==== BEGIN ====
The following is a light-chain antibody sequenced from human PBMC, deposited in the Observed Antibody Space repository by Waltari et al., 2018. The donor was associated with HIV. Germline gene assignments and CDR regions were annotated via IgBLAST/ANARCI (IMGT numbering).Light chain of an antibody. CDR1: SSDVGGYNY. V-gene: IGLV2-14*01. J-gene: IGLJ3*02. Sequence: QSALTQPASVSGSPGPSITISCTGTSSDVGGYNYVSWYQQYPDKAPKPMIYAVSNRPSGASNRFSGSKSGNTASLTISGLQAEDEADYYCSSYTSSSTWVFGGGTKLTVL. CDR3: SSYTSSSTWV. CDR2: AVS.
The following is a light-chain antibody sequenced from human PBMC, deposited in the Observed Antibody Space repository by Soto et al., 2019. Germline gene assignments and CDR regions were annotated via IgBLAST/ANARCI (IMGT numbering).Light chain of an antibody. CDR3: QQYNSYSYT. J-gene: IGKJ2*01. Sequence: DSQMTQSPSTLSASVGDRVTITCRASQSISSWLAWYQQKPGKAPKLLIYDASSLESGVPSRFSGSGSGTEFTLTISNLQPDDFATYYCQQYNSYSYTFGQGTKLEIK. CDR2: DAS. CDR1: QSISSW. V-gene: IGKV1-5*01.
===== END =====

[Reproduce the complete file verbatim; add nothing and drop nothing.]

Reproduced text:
The following is a light-chain antibody sequenced from human PBMC, deposited in the Observed Antibody Space repository by Waltari et al., 2018. The donor was associated with HIV. Germline gene assignments and CDR regions were annotated via IgBLAST/ANARCI (IMGT numbering).Light chain of an antibody. CDR1: SSDVGGYNY. V-gene: IGLV2-14*01. J-gene: IGLJ3*02. Sequence: QSALTQPASVSGSPGPSITISCTGTSSDVGGYNYVSWYQQYPDKAPKPMIYAVSNRPSGASNRFSGSKSGNTASLTISGLQAEDEADYYCSSYTSSSTWVFGGGTKLTVL. CDR3: SSYTSSSTWV. CDR2: AVS.
The following is a light-chain antibody sequenced from human PBMC, deposited in the Observed Antibody Space repository by Soto et al., 2019. Germline gene assignments and CDR regions were annotated via IgBLAST/ANARCI (IMGT numbering).Light chain of an antibody. CDR3: QQYNSYSYT. J-gene: IGKJ2*01. Sequence: DSQMTQSPSTLSASVGDRVTITCRASQSISSWLAWYQQKPGKAPKLLIYDASSLESGVPSRFSGSGSGTEFTLTISNLQPDDFATYYCQQYNSYSYTFGQGTKLEIK. CDR2: DAS. CDR1: QSISSW. V-gene: IGKV1-5*01.